In Japan, Islam is the fastest growing religion. The number of Muslims has increased from 110,000 in 2010 to 330,000 in 2020. The increase is mainly due to the influx of foreign workers and students from Muslim countries such as Bangladesh, Indonesia and Pakistan, but according to a study, as many as 50,000 Japanese have converted to Islam in the last ten years.

110 mosques

Japan now has 110 mosques. Ten of them are located in Tokyo.

The mosques are a symbol of cultural exchange between Japan and the Islamic world. They promote mutual understanding and respect, writes the Pakistani website YellowTimes.

Much is being done to promote the Japanese’s understanding of Islam and Muslims. Most mosques welcome and organise their own events for Japanese people.

Mutual understanding and global harmony

The rapid growth of the Muslim population is the fruit of Japan’s welcoming attitude towards diversity and multiculturalism.

The rise of Islam has also led to an increase in Islamic tourism. Muslim-friendly travel agencies cater to the need for halal-certified restaurants and hotels, prayer rooms and more, making Japan attractive to Muslims from around the world.

The growth of Islam provides a unique opportunity for cultural exchange, mutual understanding and global harmony, writes Yellow Times.

Shinto, Buddhism – and Christianity

The dominant religions in Japan are Shinto and Buddhism. Both have around 70 percent support due to the fact that many Japanese practice both Shinto and Buddhism – which may seem foreign from a monotheistic culture.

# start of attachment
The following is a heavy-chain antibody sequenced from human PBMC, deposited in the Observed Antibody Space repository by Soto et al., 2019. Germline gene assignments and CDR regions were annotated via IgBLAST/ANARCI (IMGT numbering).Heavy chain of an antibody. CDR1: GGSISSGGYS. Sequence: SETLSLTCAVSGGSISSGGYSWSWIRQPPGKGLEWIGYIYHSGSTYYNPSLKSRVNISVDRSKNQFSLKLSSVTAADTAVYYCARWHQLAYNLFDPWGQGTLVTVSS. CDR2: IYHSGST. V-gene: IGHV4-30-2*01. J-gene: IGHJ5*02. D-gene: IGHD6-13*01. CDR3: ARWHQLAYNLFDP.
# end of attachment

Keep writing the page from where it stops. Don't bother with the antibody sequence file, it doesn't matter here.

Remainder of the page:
Christianity was brought to Japan in 1549 by the Portuguese and is the country’s third largest religion with a support of one and a half percent, according to the CIA World Factbook.

High voltage level

Elsewhere in Asia, there is a high level of tension where Buddhism and Islam share space. Buddhists fear that the Muslims will swamp them demographically. They also fear that their country will be Islamised, as is the case in many parts of Central Asia.

Xinjiang, Afghanistan, Bangladesh and Pakistan were all majority Buddhist societies before the arrival of Islam in the seventh to eleventh centuries.

– Came like a flood

When the Muslims conquered the Buddhist city of Khotan in Xinjiang in 1006 AD, a poet wrote:

We came down upon them like a flood of sin/We went out into their cities/We tore down the idol temples/We smashed the Buddha’s head.

Muslims make up around 24 per cent of the world’s population and by 2050 will have grown to 28-30 per cent.

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